Wednesday, September 26, 2018

DFIR Field Manual?

“Investigating Windows Systems” by Harlan Carvey was a great read on so many different levels for me. After binge-reading it over a weekend, I was so excited about it that the following Monday morning I found myself almost shouting at warp-speed to a co-worker about why it was such an important read.  Our chat reminded me of something I had thought about while still making my way through the book.  How could a book so compact, contain that much valuable information?!  I actually believe this book could have been titled, “DFIR Field Manual”, or “DFIRFM.”

For one thing, the book was easily digestible.  At times, I found myself “playing along”, almost like a CTF.  That’s because the book takes you (step-by-step) on an analyst’s journey through several investigations, and invites you to follow-along by downloading all the free images and open source tools the author is using to walk you through.  You get to learn alongside a seasoned veteran, almost in real-time, and observe, even as critical case decisions are being made along the way.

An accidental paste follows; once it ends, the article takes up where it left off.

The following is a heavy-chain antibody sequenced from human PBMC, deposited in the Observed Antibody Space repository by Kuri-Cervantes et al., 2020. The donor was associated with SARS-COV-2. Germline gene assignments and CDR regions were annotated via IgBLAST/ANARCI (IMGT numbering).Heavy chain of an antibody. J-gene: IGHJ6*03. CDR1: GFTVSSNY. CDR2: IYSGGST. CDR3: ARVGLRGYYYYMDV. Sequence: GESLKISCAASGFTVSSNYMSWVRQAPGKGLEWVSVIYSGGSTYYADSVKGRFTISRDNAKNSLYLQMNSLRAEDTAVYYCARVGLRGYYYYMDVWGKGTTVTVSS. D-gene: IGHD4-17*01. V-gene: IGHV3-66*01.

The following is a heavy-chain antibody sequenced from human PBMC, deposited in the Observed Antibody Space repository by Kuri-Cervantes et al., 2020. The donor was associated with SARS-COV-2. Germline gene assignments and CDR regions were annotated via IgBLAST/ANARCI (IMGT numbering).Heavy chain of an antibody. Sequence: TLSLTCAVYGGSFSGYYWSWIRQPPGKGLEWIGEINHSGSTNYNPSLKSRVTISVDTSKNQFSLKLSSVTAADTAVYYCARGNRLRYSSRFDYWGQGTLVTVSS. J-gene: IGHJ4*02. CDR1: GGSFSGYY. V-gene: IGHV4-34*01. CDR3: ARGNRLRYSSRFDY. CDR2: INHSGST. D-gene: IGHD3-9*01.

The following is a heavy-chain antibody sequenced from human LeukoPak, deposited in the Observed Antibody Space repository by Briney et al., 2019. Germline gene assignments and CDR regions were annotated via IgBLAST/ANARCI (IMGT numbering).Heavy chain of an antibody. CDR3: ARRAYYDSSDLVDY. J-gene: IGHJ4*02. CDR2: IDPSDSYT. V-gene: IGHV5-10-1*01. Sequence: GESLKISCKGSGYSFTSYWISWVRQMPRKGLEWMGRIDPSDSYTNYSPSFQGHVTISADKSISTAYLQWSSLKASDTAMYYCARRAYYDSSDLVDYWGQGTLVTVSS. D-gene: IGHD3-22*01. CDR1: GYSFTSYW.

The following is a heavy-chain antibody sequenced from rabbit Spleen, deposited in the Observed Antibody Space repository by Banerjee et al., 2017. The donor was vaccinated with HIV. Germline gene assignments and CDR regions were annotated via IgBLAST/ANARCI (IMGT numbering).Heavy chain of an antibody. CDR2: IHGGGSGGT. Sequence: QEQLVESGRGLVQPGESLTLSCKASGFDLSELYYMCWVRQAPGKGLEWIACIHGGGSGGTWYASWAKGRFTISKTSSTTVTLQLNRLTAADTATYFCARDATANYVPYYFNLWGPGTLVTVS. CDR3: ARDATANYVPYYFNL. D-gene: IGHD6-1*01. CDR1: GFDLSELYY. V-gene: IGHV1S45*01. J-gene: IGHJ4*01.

The book felt really timely to me.  I’d recently been following some thought-provoking discourse around the pronounced differences between the “DF” and “IR” of “DFIR” - Digital Forensics and Incident Response, and have even myself gotten into some rather animated discussions during time-sensitive incidents asking, “Where’s our DirListing?!” or, “May I please just have a DirListing!”

The book had a recurring theme for me, and that was, the steps you take regardless of the type of investigation, are often consistent.  Why?  Low hanging fruit!  My take-away was that Harlan almost always makes a visual inspection of the data before he does anything else.  That is not just to verify that he has an image that isn’t damaged, but it’s also so that he can identify outliers rather quickly, such as a batch file sitting in the root of C:\ - might be nothing, but could be something.  Things that make you go, “hmmm”.

Another important concept I learned was the art of discernment and how critical that can be to your end-goal (which an analyst must keep in mind is often guided by a paying client, not your own curiosity).  So, should you choose to dive down a rabbit-hole, (and we all do), a concise analysis plan will help keep you on track, and he shows you how.

As our digital landscape continues to grow, and the average size of hard drives (and memory) gets larger and larger, sometimes it can seem like we’re trying to “boil the ocean”.  To combat that, Harlan teaches us the art of timelining and how that process can help you streamline your analysis by distilling down the data and filtering out the noise.  Additionally, we learn that we have tiered options in our approach, so that we don’t lose meaningful data by doing so; mini, micro, and even nano timelines.